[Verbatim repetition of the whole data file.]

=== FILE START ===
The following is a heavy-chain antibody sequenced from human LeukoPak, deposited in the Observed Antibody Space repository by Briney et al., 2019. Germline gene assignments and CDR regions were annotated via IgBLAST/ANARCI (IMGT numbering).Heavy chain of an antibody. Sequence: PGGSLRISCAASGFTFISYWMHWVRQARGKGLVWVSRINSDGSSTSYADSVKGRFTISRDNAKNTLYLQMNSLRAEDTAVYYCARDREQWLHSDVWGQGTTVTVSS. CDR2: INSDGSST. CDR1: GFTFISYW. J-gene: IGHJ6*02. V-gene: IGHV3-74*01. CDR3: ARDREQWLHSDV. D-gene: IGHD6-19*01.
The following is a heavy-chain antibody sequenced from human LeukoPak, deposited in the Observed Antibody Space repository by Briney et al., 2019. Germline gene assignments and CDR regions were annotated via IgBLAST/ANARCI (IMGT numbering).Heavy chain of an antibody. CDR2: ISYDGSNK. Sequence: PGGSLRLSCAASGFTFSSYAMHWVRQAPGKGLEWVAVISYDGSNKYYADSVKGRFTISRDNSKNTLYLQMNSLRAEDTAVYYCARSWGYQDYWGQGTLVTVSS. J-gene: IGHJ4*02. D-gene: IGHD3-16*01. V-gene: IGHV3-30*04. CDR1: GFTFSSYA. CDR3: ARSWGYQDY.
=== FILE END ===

The following is a heavy-chain antibody sequenced from human LeukoPak, deposited in the Observed Antibody Space repository by Briney et al., 2019. Germline gene assignments and CDR regions were annotated via IgBLAST/ANARCI (IMGT numbering).Heavy chain of an antibody. Sequence: PGGSLRISCAASGFTFISYWMHWVRQARGKGLVWVSRINSDGSSTSYADSVKGRFTISRDNAKNTLYLQMNSLRAEDTAVYYCARDREQWLHSDVWGQGTTVTVSS. CDR2: INSDGSST. CDR1: GFTFISYW. J-gene: IGHJ6*02. V-gene: IGHV3-74*01. CDR3: ARDREQWLHSDV. D-gene: IGHD6-19*01.
The following is a heavy-chain antibody sequenced from human LeukoPak, deposited in the Observed Antibody Space repository by Briney et al., 2019. Germline gene assignments and CDR regions were annotated via IgBLAST/ANARCI (IMGT numbering).Heavy chain of an antibody. CDR2: ISYDGSNK. Sequence: PGGSLRLSCAASGFTFSSYAMHWVRQAPGKGLEWVAVISYDGSNKYYADSVKGRFTISRDNSKNTLYLQMNSLRAEDTAVYYCARSWGYQDYWGQGTLVTVSS. J-gene: IGHJ4*02. D-gene: IGHD3-16*01. V-gene: IGHV3-30*04. CDR1: GFTFSSYA. CDR3: ARSWGYQDY.